One of the former government’s significant achievements was slowing the rise in the number of people claiming the disability pension.


How are we to pay for this lavish spending on maintaining traditional gender roles? Abbott, who doesn’t ever appear to have been appointed to a position on merit reckons the only reason disabled folks aren’t CEOs is because they don’t have enough incentive to get work. The euphemism is politically savvy, but he means cracking down on the disabled and forcing them to take jobs for which they aren’t physically capable. Charming. He also plans to raise the pension age to at least 70, even though the savings to government would be modest. Again, its all about providing suitable incentives – or in real terms, forcing those with broken down bodies to keep slaving away inside the capitalist machine.


Because Commonwealth law prevails over state law to the extent of any inconsistency, it would mean that they could not jeopardise policy in areas where the national government was determined to intervene.


Tony want to abolish the states. Because state governments have in the past prevented him from getting his way, he proposes a referendum and constitutional change to allow the federal government to make laws in any areas it pleases. But trust him – the Commonwealth would only seek to force their hand if the national interest demanded it. Sure. While its refreshing to see a conservative who hasn’t bought into the ‘states rights’ ideas from the US, this makes Katter’s authoritarianism look like the kiddy pool.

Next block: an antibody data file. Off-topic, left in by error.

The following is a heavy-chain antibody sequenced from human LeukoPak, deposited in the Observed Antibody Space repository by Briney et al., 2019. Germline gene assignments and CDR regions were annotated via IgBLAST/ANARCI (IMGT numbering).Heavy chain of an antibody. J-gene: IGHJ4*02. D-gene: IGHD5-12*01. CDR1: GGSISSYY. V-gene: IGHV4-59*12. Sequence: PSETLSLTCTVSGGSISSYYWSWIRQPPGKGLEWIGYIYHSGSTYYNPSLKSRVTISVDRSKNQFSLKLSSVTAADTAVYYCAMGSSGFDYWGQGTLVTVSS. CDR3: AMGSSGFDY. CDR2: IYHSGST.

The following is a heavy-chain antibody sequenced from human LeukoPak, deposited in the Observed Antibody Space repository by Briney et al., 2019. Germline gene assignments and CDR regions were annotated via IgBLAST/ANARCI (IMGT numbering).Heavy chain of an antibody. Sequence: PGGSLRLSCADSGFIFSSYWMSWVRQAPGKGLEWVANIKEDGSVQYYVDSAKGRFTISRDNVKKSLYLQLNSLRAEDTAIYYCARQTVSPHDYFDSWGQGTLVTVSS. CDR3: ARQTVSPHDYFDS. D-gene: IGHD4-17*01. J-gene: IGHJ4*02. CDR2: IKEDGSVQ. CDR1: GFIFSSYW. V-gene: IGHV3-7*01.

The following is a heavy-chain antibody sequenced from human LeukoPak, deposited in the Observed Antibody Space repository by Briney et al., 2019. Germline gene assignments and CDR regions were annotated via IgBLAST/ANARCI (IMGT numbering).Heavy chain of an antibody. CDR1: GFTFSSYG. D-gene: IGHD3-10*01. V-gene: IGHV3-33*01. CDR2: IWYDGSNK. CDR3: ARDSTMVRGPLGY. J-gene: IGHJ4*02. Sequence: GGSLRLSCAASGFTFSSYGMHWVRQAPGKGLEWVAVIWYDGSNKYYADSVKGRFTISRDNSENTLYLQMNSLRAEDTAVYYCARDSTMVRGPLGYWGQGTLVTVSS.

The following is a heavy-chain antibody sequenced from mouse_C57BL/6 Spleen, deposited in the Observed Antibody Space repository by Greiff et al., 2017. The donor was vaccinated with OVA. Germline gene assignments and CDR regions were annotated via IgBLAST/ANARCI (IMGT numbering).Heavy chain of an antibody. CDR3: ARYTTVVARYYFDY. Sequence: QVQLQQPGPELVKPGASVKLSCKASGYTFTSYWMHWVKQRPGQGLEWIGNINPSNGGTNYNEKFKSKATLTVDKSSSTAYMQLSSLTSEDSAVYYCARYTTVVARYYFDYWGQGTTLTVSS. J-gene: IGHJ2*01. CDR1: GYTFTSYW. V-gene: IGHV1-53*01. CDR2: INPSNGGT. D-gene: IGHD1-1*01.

Conservatism does not start with an idea and construct a huge superstructure based on one insight or preference. … To a conservative, intuition is as important as reasoning; instinct as important is intellect.


Tony has a few more proposals, but they are all blatantly about ripping power away from those who have wronged him. The Commonwealth should take power for schools away from the states, then devolve it to school boards in order to avoid “avante garde fashions in curriculum and pedagogy” which are imposed by the state governments. Similar action is required for hospitals in order to break the back of health service unions. There is hardly an idea in Battlelines which isn’t just Abbott laying out largesse for institutions he identifies with or striking back at those he perceives as the enemy in a culture war. Except extending Medicare to dental – I guess a stopped clock is right once a day after all.


If it’s possible to enage in an altruistic war, (Iraq) was it.


Tony Abbott is an egotistical buffoon, more concerned with striking back at the critics who have wounded his ego than with making the world a better place. Mean, bigoted and utterly incapable of self-reflection, I have to wonder how this man became Prime Minister of Australia. Though I’m not at all surprised that he knighted Prince Phillip – that’s totally in tune with the man who wrote Battlelines. Is this really all that the conservative side of politics have to offer? Given the paucity of ideas and intellect on display, I can see a little of how the alt-right have gained prominence in these circles since. Say what you will about the tenets of National Socialism, Dude, at least its an ethos.


Tony Abbott’s Battlelines was published by Melbourne University Press in 2009. My copy was purchased 2nd hand at a Lifeline Bookfair.